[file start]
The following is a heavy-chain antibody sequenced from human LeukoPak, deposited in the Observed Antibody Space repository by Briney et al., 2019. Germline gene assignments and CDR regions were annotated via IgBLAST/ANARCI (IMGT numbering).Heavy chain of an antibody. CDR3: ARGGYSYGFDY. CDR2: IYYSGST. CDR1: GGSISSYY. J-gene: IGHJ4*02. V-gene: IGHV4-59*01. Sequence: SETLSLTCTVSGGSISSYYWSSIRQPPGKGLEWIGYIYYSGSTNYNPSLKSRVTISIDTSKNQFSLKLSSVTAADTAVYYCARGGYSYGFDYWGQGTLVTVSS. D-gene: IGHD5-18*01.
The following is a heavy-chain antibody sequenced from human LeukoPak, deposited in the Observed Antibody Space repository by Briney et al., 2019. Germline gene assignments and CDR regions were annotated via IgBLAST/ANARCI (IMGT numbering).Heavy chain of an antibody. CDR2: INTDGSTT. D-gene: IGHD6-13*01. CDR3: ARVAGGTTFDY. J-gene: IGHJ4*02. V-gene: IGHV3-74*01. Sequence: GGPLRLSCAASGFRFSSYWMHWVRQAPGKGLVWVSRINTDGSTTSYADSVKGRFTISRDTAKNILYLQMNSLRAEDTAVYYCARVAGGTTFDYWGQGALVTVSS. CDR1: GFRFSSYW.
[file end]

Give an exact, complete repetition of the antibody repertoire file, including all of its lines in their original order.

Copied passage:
The following is a heavy-chain antibody sequenced from human LeukoPak, deposited in the Observed Antibody Space repository by Briney et al., 2019. Germline gene assignments and CDR regions were annotated via IgBLAST/ANARCI (IMGT numbering).Heavy chain of an antibody. CDR3: ARGGYSYGFDY. CDR2: IYYSGST. CDR1: GGSISSYY. J-gene: IGHJ4*02. V-gene: IGHV4-59*01. Sequence: SETLSLTCTVSGGSISSYYWSSIRQPPGKGLEWIGYIYYSGSTNYNPSLKSRVTISIDTSKNQFSLKLSSVTAADTAVYYCARGGYSYGFDYWGQGTLVTVSS. D-gene: IGHD5-18*01.
The following is a heavy-chain antibody sequenced from human LeukoPak, deposited in the Observed Antibody Space repository by Briney et al., 2019. Germline gene assignments and CDR regions were annotated via IgBLAST/ANARCI (IMGT numbering).Heavy chain of an antibody. CDR2: INTDGSTT. D-gene: IGHD6-13*01. CDR3: ARVAGGTTFDY. J-gene: IGHJ4*02. V-gene: IGHV3-74*01. Sequence: GGPLRLSCAASGFRFSSYWMHWVRQAPGKGLVWVSRINTDGSTTSYADSVKGRFTISRDTAKNILYLQMNSLRAEDTAVYYCARVAGGTTFDYWGQGALVTVSS. CDR1: GFRFSSYW.